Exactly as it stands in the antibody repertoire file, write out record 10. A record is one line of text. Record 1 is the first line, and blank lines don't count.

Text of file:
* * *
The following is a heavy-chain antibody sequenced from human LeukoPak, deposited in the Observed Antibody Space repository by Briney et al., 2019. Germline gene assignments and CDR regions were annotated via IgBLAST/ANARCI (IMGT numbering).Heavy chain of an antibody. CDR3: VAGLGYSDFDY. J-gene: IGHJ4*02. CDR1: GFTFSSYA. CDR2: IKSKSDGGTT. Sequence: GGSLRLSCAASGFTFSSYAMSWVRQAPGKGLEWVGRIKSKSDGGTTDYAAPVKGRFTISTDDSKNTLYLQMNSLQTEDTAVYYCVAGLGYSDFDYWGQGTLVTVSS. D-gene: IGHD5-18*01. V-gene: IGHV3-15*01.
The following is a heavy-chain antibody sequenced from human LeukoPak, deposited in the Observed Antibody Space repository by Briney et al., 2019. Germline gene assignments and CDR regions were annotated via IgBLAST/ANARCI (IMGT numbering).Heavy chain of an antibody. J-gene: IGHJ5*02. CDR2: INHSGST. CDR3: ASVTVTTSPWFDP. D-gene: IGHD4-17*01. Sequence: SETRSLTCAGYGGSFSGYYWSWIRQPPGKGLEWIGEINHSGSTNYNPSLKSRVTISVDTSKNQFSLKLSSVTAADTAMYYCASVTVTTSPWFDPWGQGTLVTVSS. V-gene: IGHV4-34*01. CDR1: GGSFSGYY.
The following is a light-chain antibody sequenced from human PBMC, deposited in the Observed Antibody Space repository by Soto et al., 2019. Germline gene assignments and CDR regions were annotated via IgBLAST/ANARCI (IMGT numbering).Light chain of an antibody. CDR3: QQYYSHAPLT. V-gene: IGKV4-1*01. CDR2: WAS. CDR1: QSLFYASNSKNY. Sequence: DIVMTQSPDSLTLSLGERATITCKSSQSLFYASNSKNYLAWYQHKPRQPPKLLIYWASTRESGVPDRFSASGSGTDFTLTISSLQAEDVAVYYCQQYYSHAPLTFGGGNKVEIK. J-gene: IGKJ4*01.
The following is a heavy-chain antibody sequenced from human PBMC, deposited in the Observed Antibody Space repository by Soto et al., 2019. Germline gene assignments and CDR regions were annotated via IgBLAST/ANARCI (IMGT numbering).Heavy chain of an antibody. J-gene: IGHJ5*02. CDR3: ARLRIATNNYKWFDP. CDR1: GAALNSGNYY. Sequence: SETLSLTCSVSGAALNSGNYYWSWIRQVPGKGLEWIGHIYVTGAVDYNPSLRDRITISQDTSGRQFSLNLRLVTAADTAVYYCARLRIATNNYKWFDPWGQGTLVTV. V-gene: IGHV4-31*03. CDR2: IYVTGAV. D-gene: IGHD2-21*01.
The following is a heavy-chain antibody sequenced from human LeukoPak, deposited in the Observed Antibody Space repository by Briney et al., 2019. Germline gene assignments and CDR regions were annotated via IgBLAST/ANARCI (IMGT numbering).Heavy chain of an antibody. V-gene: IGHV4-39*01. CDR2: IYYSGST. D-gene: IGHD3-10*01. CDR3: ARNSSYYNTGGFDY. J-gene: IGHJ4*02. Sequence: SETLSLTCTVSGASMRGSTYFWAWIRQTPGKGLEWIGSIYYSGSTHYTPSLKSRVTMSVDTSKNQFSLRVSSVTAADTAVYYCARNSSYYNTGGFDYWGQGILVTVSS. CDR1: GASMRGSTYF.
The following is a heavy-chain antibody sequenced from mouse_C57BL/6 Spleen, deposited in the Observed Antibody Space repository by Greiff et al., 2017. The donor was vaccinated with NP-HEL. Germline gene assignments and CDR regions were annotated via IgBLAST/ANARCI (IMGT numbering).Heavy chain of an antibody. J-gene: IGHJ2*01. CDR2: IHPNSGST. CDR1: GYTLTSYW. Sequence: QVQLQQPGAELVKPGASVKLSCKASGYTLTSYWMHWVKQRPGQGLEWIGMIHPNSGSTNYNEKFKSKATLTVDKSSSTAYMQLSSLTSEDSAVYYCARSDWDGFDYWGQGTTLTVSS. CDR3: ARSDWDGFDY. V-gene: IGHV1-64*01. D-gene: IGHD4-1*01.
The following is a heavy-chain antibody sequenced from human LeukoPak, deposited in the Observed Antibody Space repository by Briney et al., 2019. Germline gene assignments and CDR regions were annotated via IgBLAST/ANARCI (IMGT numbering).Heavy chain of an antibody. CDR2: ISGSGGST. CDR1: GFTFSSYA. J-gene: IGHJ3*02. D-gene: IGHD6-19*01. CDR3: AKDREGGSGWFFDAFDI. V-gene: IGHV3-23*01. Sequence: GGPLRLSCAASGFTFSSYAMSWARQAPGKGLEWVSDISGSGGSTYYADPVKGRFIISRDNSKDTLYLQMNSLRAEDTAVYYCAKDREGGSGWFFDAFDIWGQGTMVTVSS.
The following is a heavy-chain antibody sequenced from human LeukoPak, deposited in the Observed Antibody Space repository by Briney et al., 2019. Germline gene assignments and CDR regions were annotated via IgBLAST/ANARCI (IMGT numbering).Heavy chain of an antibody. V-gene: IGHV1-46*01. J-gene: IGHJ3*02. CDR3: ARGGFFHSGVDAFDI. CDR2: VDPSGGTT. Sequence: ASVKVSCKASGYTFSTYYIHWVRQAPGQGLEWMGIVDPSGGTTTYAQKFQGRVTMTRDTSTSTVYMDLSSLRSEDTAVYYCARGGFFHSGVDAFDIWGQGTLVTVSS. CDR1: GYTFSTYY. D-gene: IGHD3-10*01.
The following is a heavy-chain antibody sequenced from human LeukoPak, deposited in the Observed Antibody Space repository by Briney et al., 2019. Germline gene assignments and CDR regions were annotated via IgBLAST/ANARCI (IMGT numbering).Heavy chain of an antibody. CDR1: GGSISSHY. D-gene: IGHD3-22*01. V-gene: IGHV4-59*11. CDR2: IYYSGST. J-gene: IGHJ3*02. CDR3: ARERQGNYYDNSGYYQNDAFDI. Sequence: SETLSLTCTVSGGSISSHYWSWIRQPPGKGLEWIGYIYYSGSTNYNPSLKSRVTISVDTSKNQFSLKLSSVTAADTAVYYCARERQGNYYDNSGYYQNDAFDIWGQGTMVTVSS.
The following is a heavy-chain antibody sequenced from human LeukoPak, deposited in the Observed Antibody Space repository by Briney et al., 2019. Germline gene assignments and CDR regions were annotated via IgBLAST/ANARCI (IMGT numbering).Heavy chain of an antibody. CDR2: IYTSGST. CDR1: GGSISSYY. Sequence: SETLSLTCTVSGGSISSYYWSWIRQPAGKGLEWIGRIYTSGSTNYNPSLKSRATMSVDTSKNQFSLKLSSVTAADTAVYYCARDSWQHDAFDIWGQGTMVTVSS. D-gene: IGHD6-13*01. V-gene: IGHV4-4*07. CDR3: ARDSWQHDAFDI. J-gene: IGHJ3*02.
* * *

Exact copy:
The following is a heavy-chain antibody sequenced from human LeukoPak, deposited in the Observed Antibody Space repository by Briney et al., 2019. Germline gene assignments and CDR regions were annotated via IgBLAST/ANARCI (IMGT numbering).Heavy chain of an antibody. CDR2: IYTSGST. CDR1: GGSISSYY. Sequence: SETLSLTCTVSGGSISSYYWSWIRQPAGKGLEWIGRIYTSGSTNYNPSLKSRATMSVDTSKNQFSLKLSSVTAADTAVYYCARDSWQHDAFDIWGQGTMVTVSS. D-gene: IGHD6-13*01. V-gene: IGHV4-4*07. CDR3: ARDSWQHDAFDI. J-gene: IGHJ3*02.